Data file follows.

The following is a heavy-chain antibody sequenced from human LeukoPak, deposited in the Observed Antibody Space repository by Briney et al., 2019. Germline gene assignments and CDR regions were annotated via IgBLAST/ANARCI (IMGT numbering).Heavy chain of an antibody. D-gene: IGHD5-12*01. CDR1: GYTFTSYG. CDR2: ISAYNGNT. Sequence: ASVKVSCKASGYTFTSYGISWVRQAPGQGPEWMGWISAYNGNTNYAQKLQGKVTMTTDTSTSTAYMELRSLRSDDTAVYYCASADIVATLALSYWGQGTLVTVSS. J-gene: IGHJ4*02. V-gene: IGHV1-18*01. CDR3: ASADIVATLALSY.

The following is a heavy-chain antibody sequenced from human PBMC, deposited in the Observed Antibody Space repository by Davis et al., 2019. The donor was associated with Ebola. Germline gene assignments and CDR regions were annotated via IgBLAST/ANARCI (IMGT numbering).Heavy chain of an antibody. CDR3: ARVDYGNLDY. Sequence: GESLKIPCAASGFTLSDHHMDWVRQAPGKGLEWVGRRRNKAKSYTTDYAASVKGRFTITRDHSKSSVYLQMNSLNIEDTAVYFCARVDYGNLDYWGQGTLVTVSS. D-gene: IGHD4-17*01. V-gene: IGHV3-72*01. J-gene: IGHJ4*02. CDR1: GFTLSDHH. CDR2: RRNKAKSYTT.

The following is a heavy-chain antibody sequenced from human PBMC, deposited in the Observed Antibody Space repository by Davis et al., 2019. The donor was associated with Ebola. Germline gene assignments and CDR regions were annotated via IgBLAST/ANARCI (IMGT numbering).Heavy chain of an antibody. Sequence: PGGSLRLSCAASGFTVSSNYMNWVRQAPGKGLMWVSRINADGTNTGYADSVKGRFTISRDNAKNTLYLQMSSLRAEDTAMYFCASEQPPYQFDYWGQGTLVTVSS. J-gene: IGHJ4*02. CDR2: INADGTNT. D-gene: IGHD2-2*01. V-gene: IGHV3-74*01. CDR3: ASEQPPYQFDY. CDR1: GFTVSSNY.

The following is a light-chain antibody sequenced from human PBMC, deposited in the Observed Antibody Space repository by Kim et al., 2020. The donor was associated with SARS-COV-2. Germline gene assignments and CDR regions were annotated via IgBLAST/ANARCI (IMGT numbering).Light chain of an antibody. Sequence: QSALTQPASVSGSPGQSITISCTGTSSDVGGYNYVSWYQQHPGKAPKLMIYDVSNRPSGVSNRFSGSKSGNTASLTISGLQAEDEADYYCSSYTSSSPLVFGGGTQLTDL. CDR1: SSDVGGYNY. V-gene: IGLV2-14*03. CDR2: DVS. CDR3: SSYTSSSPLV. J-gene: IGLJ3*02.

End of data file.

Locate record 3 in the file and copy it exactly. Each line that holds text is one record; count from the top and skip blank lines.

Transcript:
The following is a heavy-chain antibody sequenced from human PBMC, deposited in the Observed Antibody Space repository by Davis et al., 2019. The donor was associated with Ebola. Germline gene assignments and CDR regions were annotated via IgBLAST/ANARCI (IMGT numbering).Heavy chain of an antibody. Sequence: PGGSLRLSCAASGFTVSSNYMNWVRQAPGKGLMWVSRINADGTNTGYADSVKGRFTISRDNAKNTLYLQMSSLRAEDTAMYFCASEQPPYQFDYWGQGTLVTVSS. J-gene: IGHJ4*02. CDR2: INADGTNT. D-gene: IGHD2-2*01. V-gene: IGHV3-74*01. CDR3: ASEQPPYQFDY. CDR1: GFTVSSNY.